Oil prices that are too high or too low are clearly unhelpful for oil producers, oil consumers and the world at large. That is why OPEC makes quite sure that the market is not under-supplied with oil, forcing prices to go excessively high, and also that the market is not over-supplied so that prices go too low. It also speaks to other oil producers to encourage them to avoid over-supplying the market. It is also why OPEC talks to oil consumers to encourage them to adopt fair and equitable policies that do not discriminate against oil.
We would all suffer without steady supplies of oil at stable, reasonable prices.
How much oil does the world consume each day?
According to the reference case of OPEC's World Energy Model (OWEM), total world oil demand in 2006 was put at 84.7 million barrels per day. As world economic growth continues, crude oil demand will also rise to 96.1m b/d in 2015, 102.2m b/d by 2020, and 113,3 mb/d by 2030, according to OPEC's "World Oil Outlook 2008" (page 33) reference case figures.
Which countries have the world's largest proven crude reserves?
Crude oil reserves
Source: "OPEC Annual Statistical Bulletin 2012"
Which countries produce the most oil?
|Country||Crude Oil Production (1000 b/d)|
|Saudi Arabia *||9,311|
* Including share of production from Neutral Zone.
Source: "OPEC Annual Statistical Bulletin 2012"
Do non-OPEC oil producers support market stability?
Historically, most non-OPEC producers have taken advantage of OPEC's voluntary production restraint by increasing their own production whenever possible. As a result, the market share of non-OPEC producers rose for a number of years, but oil prices remained at relatively low levels and the markets were less stable than they could have been.
However, the oil price slump of 1998 and early 1999 reinforced OPEC's constant message that oil market stability can only be achieved through co-operation between OPEC and non-OPEC oil producers. In support of OPEC's efforts to restore stability to the oil market by restraining output, several non-OPEC oil producers also cut their production, thus helping prices recover from the slump. These countries included Mexico, Norway, Oman, and Russia.
Will oil remain the most important source of energy?
Historically Yes, OPEC believes that oil demand will continue to grow strongly and oil will remain the world's single most important source of energy for the foreseeable future. The OWEM reference case sees oil's share of the world fuel mix falling slightly from over 41 per cent today to just over 39 per cent in 2020. However, oil will still be the world's single largest source of energy. The reduction in oil's market share is largely due to the stronger growth enjoyed by other forms of energy, particularly natural gas (see the table below).
Source: OWEM Scenarios Report, March 2000
Is the world running out of oil?
Oil is a limited resource, so it may eventually run out, although not for many years to come.
At the rate of production in 2011, OPEC's oil reserves are sufficient to last for more than 109 years, while non-OPEC oil producers' reserves might last less than 19 years. The worldwide demand for oil is rising and OPEC is expected to be an increasingly important source of that oil.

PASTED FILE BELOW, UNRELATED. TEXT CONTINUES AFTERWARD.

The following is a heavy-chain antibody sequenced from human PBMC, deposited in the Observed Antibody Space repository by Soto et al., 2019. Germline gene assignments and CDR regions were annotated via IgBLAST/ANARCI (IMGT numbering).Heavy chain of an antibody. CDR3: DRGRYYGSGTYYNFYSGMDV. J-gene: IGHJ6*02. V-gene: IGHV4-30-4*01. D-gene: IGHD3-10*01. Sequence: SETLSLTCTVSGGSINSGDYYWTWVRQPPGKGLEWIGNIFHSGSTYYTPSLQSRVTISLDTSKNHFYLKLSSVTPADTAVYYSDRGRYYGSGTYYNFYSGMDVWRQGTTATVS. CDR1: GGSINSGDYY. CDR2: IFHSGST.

If we manage our resources well, use oil efficiently and develop new fields, then our oil reserves should last for generations to come.
What impact can OPEC have on industry?
The economics of industry depends, in part, on its costs, of which a large part is represented by the cost of energy, such as gasoline or fuel oil. The cost of these oil products is affected by the price of crude oil, taxation and other factors.
The price of crude oil is influenced by the decisions taken by all oil producers, particularly the prices for which they are willing to sell and the quantities they are willing and able to supply.
If there is a shortage of oil supplies, then the price of oil will likely rise. This would have all sorts of implications for industry, such as higher transportation costs. Higher costs can lead to lower economic growth, and this will also impact on industry.
The OPEC Statute, written when OPEC was formed 1960, declares that OPEC is dedicated to providing a stable petroleum market, with steady supplies to consumers, reasonable prices and fair returns to investors in the oil industry. In pursuit of these aims, OPEC has for many years maintained a limit on the oil produced by its Member Countries. This has provided for a relatively stable oil industry, with reasonable prices. But OPEC is concerned that factors outside of its control may disrupt this stability. This includes taxation, which now constitutes the largest part of the price of oil products in some countries.
What investment is required for oil exploration and development?
Oil exploration can cost tens or hundreds of billions of dollars.
The actual costs depend on such factors as the location of possible oil reserves (i.e. on land or in deep water), how large the oil field is expected to be, how detailed the exploration information must be, and the type and structure of the rock below the ground. Exploration requires careful mapping of the surface in order to locate suitable sites (ie, types of geological structures), deep formation surveys (eg, with two and three-dimensional seismic techniques), and test-drilling. It is not easy to determine a typical cost of such activities.
OPEC has the lowest average production costs in the oil industry. This is partly because some OPEC Member Countries have large amounts of oil in reasonably accessible locations. Yet OPEC Members will still need to spend tens of billions of dollars in future to meet the growing need for oil.